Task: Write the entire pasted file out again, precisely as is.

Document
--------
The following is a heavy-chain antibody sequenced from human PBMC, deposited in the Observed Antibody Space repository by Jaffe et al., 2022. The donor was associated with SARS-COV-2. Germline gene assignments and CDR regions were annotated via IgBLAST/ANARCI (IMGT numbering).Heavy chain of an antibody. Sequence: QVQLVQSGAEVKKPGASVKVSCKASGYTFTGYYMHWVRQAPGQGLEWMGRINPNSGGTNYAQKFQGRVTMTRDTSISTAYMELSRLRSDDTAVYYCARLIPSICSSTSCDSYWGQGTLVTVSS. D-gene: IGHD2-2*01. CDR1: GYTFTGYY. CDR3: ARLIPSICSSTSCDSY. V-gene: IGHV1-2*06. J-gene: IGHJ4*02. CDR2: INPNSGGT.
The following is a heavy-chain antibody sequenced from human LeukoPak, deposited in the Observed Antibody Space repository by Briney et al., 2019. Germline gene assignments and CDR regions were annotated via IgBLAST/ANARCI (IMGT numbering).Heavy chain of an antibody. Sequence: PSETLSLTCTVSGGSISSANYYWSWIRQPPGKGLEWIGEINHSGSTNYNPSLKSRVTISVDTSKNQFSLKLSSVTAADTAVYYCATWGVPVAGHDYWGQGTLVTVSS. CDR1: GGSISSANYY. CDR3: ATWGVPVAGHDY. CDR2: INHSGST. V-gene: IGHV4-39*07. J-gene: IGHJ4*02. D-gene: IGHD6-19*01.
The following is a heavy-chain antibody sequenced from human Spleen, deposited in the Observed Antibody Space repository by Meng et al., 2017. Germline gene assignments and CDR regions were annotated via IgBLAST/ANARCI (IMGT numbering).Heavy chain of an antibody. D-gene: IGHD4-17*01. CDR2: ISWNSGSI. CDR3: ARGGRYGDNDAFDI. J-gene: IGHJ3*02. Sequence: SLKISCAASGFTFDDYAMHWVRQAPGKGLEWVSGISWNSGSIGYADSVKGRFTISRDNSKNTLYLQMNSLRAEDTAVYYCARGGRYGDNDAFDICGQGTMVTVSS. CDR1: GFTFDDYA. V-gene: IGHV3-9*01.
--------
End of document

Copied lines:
The following is a heavy-chain antibody sequenced from human PBMC, deposited in the Observed Antibody Space repository by Jaffe et al., 2022. The donor was associated with SARS-COV-2. Germline gene assignments and CDR regions were annotated via IgBLAST/ANARCI (IMGT numbering).Heavy chain of an antibody. Sequence: QVQLVQSGAEVKKPGASVKVSCKASGYTFTGYYMHWVRQAPGQGLEWMGRINPNSGGTNYAQKFQGRVTMTRDTSISTAYMELSRLRSDDTAVYYCARLIPSICSSTSCDSYWGQGTLVTVSS. D-gene: IGHD2-2*01. CDR1: GYTFTGYY. CDR3: ARLIPSICSSTSCDSY. V-gene: IGHV1-2*06. J-gene: IGHJ4*02. CDR2: INPNSGGT.
The following is a heavy-chain antibody sequenced from human LeukoPak, deposited in the Observed Antibody Space repository by Briney et al., 2019. Germline gene assignments and CDR regions were annotated via IgBLAST/ANARCI (IMGT numbering).Heavy chain of an antibody. Sequence: PSETLSLTCTVSGGSISSANYYWSWIRQPPGKGLEWIGEINHSGSTNYNPSLKSRVTISVDTSKNQFSLKLSSVTAADTAVYYCATWGVPVAGHDYWGQGTLVTVSS. CDR1: GGSISSANYY. CDR3: ATWGVPVAGHDY. CDR2: INHSGST. V-gene: IGHV4-39*07. J-gene: IGHJ4*02. D-gene: IGHD6-19*01.
The following is a heavy-chain antibody sequenced from human Spleen, deposited in the Observed Antibody Space repository by Meng et al., 2017. Germline gene assignments and CDR regions were annotated via IgBLAST/ANARCI (IMGT numbering).Heavy chain of an antibody. D-gene: IGHD4-17*01. CDR2: ISWNSGSI. CDR3: ARGGRYGDNDAFDI. J-gene: IGHJ3*02. Sequence: SLKISCAASGFTFDDYAMHWVRQAPGKGLEWVSGISWNSGSIGYADSVKGRFTISRDNSKNTLYLQMNSLRAEDTAVYYCARGGRYGDNDAFDICGQGTMVTVSS. CDR1: GFTFDDYA. V-gene: IGHV3-9*01.